Iron ions can be dissolved from the cement or the aggregates into the alkaline pore solution. A moisture gradient is needed for the transport of the ions to the concrete surface, where they are oxidised and discolour calcite crystals. Certain grinding aids, especially alkanolamines, significantly increase the solubility of the iron by complex formation that increases the possibility of brown discolouration. A test was developed to allow a quantitative assessment by colour measurement.6

Brown discolouration of concrete
Image: (Figure 5) - Brown discolouration of concrete

Corrosion of Reinforcement

Chloride-based strength enhancers have delivered excellent results and are very economic. However, chlorides can destroy the alkaline passivation of rebar and accelerate the electrochemical corrosion process. The particularity of chloride-induced corrosion is the fast, local reduction of the cross-section. The maximum chloride-ion content by mass of cement according EN 197-1 is 0.1 per cent for reinforced concrete and less for pre-stressed/post-tensioned concrete. In particular, increasing alternative fuel usage can lead to a certain chloride content that makes the use of chloride in cement additives impossible.

Although not compulsory, it can be advantageous to determine the effect of a cement additive on the corrosion susceptibility of reinforcing steel with a potentiostatic electrochemical test according EN 480-14:2007-03 (see Figure 6). The test measures current density and includes a visual inspection of the rebar afterwards (see Figure 7). It is important to collaborate with an experienced testing institute, eg the MFPA in Germany has the required equipment and knowledge.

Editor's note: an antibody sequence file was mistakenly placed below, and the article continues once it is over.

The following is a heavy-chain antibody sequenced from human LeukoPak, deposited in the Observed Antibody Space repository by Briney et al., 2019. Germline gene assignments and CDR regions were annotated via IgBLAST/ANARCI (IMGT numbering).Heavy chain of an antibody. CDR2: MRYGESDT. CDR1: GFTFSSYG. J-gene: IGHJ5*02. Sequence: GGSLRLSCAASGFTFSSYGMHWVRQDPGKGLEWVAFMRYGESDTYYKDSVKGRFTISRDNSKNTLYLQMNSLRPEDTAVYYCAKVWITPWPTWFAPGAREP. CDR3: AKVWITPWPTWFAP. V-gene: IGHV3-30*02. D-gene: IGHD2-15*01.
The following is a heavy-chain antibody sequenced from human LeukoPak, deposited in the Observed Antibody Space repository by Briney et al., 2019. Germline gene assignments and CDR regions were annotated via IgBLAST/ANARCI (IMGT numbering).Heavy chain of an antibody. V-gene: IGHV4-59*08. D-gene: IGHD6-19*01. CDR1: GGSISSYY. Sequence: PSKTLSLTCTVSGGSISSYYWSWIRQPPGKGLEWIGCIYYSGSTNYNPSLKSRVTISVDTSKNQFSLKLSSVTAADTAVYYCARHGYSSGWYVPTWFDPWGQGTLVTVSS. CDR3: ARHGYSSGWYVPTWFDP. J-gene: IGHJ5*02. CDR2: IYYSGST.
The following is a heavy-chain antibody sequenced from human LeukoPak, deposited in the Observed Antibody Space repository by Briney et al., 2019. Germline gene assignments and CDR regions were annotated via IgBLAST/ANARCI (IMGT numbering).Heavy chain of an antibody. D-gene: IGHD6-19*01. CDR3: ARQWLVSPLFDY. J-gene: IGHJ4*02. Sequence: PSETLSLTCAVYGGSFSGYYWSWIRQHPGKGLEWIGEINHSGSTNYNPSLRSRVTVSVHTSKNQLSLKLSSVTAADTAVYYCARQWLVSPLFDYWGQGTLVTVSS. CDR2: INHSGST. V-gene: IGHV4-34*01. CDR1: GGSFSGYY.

Understanding and Addressing the Impacts

Cement additives are, without doubt, highly beneficial in the production of cement. They are widely used to increase cement mill output and decrease specific energy consumption. Strength enhancing additives can be applied to improve cement quality and also to reduce the clinker factor.

To prevent any unwanted effects, it is necessary to have access to information on all critical aspects. Cement additives can have an influence on powder flow, dust formation, concrete discolouration and the corrosion of reinforcement. Moreover, it is imperative to address all the associated health and safety as well as the environmental aspects.

Rebars after electrochemical testing, MFPA Bauhaus-Universität Weimar
Image: (Figure 7) - Rebars after electrochemical testing, MFPA Bauhaus-Universität Weimar
Electrochemical test results on a graph, MFPA Bauhaus-Universität Weimar
Image: (Figure 6) - Electrochemical test results on a graph, MFPA Bauhaus-Universität Weimar


  1. Locher, FW (2000) Zement, Grundlagen der Herstellung und Verwendung. Düsseldorf, Germany: Verlag Bau+Technik, p118..
  2. Dietrich, M (2018) ‘Progress with cement additives for VRMs’ in: GC, June, p14-18.
  3. Bhatt y, JI, Miller, FM, Kosmatka , SH, AND Bohan, RP (2011) Innovation in Portland Cement Manufacturing. Skokie, USA: PCA, p747.
  4. GCCA (2018) GGCA Sustainability Guidelines for the monitoring and reporting of safety in cement manufacturing. https://gccassociation. org/wp-content/uploads/2019/04/GCCA_ Guidelines_Safety-v0.pdf
  5. Dietrich, M (2016) ‘Performance enhancer for PLC’ in: GC, June, p25-28.
  6. Haerdtl , R, Tax, M, Bolte , G & Dienemann, W (2003) ‘Reducing the risk of brown discoloration of concrete products’ in: Betonwerk und Fertigteil-Technik/Concrete Precasting Plant and Technology, 69 (11), p34- 46.
Matthias Dietrich

Matthias Dietrich
Corporate Product Engineer: Cement Additives
Target Market Concrete
Sika Services AG